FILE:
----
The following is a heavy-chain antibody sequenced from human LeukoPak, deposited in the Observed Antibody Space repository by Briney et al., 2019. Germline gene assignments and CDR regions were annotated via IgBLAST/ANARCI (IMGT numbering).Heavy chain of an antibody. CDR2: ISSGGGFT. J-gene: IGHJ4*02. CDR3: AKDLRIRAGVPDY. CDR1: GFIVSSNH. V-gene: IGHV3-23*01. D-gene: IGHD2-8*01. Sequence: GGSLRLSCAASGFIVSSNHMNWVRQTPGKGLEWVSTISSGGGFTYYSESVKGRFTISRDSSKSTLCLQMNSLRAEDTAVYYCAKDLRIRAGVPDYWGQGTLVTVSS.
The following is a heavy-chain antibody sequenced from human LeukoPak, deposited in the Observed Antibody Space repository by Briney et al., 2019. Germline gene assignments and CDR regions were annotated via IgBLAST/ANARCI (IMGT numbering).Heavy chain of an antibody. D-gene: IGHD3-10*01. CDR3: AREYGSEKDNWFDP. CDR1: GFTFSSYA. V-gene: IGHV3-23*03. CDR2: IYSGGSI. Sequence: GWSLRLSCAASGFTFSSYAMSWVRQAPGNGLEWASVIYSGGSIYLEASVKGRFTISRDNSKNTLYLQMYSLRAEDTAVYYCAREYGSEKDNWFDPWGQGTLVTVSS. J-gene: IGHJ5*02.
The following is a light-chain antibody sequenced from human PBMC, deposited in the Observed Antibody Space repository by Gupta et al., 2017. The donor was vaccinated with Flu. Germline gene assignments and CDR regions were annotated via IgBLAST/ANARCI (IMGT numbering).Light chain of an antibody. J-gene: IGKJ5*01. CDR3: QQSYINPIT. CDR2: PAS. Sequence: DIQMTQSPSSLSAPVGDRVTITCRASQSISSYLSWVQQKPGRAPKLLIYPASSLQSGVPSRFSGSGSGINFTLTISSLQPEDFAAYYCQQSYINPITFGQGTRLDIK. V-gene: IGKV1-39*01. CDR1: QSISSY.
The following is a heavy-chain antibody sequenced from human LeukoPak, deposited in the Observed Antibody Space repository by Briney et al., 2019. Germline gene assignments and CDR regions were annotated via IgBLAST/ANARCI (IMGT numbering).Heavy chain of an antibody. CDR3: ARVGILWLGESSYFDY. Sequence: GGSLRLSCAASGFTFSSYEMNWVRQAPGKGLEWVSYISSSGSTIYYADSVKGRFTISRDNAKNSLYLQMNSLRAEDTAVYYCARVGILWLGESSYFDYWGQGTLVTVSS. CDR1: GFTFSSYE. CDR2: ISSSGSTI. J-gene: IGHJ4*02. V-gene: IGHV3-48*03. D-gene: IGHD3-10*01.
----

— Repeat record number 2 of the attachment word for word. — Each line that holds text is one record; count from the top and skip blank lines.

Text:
The following is a heavy-chain antibody sequenced from human LeukoPak, deposited in the Observed Antibody Space repository by Briney et al., 2019. Germline gene assignments and CDR regions were annotated via IgBLAST/ANARCI (IMGT numbering).Heavy chain of an antibody. D-gene: IGHD3-10*01. CDR3: AREYGSEKDNWFDP. CDR1: GFTFSSYA. V-gene: IGHV3-23*03. CDR2: IYSGGSI. Sequence: GWSLRLSCAASGFTFSSYAMSWVRQAPGNGLEWASVIYSGGSIYLEASVKGRFTISRDNSKNTLYLQMYSLRAEDTAVYYCAREYGSEKDNWFDPWGQGTLVTVSS. J-gene: IGHJ5*02.